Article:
University Medical Center chief executive Kathy Silver will retire July 1 after shepherding the troubled, county-run hospital through a turbulent four years.
Silver, 62, said Wednesday that this was a good time for her to step aside, when UMC is inching toward becoming an academic teaching hospital.
It's better to leave at the beginning of the transformation rather than midway through it, Silver said. She also acknowledged that the hospital's financial ills and high-profile problems have taken their toll.
"It has been a difficult 4½ years," Silver said in an interview after a hospital advisory board meeting.
The advisory board was formed last year to help oversee UMC's daily operations and as a building block for creating a teaching hospital.
Silver took over the helm of UMC in early 2007 after her predecessor, Lacy Thomas, was fired. Thomas faces criminal charges on allegations that he steered $10 million in contracts to his Chicago friends.
UMC continues to struggle financially. Last year, the hospital lost more than $70 million, mainly because it treats a large segment of uninsured and indigent patients.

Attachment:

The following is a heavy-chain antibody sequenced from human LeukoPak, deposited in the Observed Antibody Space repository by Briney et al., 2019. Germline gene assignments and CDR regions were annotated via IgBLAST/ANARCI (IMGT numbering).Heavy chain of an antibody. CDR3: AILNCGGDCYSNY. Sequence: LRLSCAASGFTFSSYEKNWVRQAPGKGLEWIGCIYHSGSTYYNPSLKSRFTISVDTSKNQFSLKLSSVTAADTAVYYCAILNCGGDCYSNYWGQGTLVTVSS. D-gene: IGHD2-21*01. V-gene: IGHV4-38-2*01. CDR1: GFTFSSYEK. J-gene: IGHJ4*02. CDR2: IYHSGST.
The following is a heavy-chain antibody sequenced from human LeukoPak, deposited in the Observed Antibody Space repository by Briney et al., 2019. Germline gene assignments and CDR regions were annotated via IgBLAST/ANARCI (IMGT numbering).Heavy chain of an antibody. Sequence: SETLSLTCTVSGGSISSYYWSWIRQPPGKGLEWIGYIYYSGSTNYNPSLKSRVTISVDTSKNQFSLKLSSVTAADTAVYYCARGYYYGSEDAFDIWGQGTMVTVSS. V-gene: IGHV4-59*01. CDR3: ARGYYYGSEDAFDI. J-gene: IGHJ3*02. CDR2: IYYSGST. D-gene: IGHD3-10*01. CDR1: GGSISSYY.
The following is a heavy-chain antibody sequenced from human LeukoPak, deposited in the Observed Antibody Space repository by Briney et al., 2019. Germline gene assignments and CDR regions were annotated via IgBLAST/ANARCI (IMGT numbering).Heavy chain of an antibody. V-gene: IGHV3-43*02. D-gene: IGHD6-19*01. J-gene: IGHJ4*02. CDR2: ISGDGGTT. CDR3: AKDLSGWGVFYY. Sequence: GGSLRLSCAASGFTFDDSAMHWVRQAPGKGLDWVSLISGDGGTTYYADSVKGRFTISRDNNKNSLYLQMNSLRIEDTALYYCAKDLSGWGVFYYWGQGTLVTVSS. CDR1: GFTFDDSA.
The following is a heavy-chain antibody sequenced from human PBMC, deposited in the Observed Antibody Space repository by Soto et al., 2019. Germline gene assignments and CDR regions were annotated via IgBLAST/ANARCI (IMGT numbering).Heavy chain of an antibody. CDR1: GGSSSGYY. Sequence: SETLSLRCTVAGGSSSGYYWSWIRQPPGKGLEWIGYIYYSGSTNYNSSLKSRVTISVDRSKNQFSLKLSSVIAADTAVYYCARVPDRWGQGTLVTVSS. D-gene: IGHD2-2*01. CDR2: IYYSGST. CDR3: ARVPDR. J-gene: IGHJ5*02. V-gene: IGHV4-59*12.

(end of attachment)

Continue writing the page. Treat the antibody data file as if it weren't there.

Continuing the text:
Silver denied reports that Commissioners Chris Giunchigliani and Lawrence Weekly pressured her to quit.
While they have sometimes disagreed, the clash was never so acrimonious that the commissioners tried to drive her out, Silver said.
Giunchigliani said she never targeted Silver personally.
"I haven't been critical of Kathy," Giunchigliani said. "I've been critical of the overall administration."
Still, Giunchigliani said that Brian Brannman, UMC's chief operating officer, was her first pick for the hospital's top job in 2007. She thinks Brannman would be a good successor to Silver because of his military background.
"He's worked in stressful situations and could move things in a different direction," she said.
Commissioner Steve Sisolak praised Silver for effectively overseeing UMC despite all of the problems.
"I don't know if any one person can get a handle on everything that's going on over there," Sisolak said.
Commissioners Susan Brager and Mary Beth Scow both said the person who replaces Silver must keep reshaping UMC into an academic hospital.
It gives the commission a chance to take the bull by the horns and make UMC more viable for the future, Scow said.
Silver said the sudden death of University of Nevada, Reno President Milton Glick of a stroke in April was a sobering reminder to her of how short life is.
She wants to spend time with her 96-year-old mother . And Silver, an avid golfer, also hopes to regain the swing that she has neglected because of her job's long hours.